Owlchemy Labs Develop an AR Spectator Camera Called Mobile Spectator

Currently it's no more than an R&D experiment.

Owlchemy Labs has been at the top of the virtual reality (VR) game ever since its first release way back in 2016, Job Simulator: The 2050 Archives. It’s been so popular that it tends to stay in the top 10 downloads for PlayStation VR, and most likely helped sway its purchase by Google last year. Being the inventive team that they are, a recent blog posting has showcased one of the studio’s latest experiments, an augmented reality (AR) spectator camera dubbed Mobile Spectator.

Mobile Spectator

The idea behind Mobile Spectator is to allow those not in VR to see into a VR players world via use of a mobile app. Developers have tried all sorts of tricks in the past to enable non-VR users to get an understanding of a virtual world without a headset, with the most common being mixed reality (MR) videos involving green screens, cameras and a well specified PC.

The Mobile Spectator mobile app aims to simplify that process by using ARCore to track the phone’s position and planes in the physical space, thus providing a unique third-person view. Explaining how this works on the studio’s blog the team said: “To allow for this unique third-person view, we tried a different approach from a traditional multiplayer networking solution. The phone and PC communicate directly via WiFi. Once the phone is calibrated, its AR-calculated position is sent to the PC, placing an additional camera in the VR scene to represent the Mobile Spectator. The PC renders a frame from this camera, encodes the frame, sends it back to the phone, decodes it there, and… viola! You have a live video feed on both the phone and PC.”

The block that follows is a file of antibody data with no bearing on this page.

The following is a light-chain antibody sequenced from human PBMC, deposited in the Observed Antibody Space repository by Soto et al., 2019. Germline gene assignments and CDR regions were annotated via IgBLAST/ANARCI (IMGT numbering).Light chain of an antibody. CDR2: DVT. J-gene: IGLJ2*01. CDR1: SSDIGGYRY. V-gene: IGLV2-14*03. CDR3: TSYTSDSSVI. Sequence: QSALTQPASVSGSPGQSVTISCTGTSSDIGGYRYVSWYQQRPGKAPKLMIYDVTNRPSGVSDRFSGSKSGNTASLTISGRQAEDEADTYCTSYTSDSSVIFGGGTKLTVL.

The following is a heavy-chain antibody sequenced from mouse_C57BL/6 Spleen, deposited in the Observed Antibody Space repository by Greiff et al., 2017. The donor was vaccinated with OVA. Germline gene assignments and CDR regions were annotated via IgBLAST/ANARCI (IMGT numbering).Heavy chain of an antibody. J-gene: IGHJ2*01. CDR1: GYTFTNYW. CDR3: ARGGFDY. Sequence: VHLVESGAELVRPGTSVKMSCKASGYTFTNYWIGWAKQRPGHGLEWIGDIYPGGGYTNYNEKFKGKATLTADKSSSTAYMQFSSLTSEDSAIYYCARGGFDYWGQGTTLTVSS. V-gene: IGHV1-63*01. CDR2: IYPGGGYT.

Mobile Spectator requires an in-game avatar to not only be visually legible but eye catching as well. With Owlchemy Labs currently working on Vacation Simulatorthis had all the necessary interesting visuals to make for a great demo.

How To Mobile Spectator

The app allows the mobile user to physically walk the virtual location, with them represented to the VR player as a floating phone with a screen attached to it. That’s not all, the mobile user could also take photos and a button was added enabling them to throw beach balls at the VR player.

This all sounds awesome but at the moment it is purely an experiment which Owlchemy Labs has no intentions of releasing. For further updates from the VR studio keep reading VRFocus.

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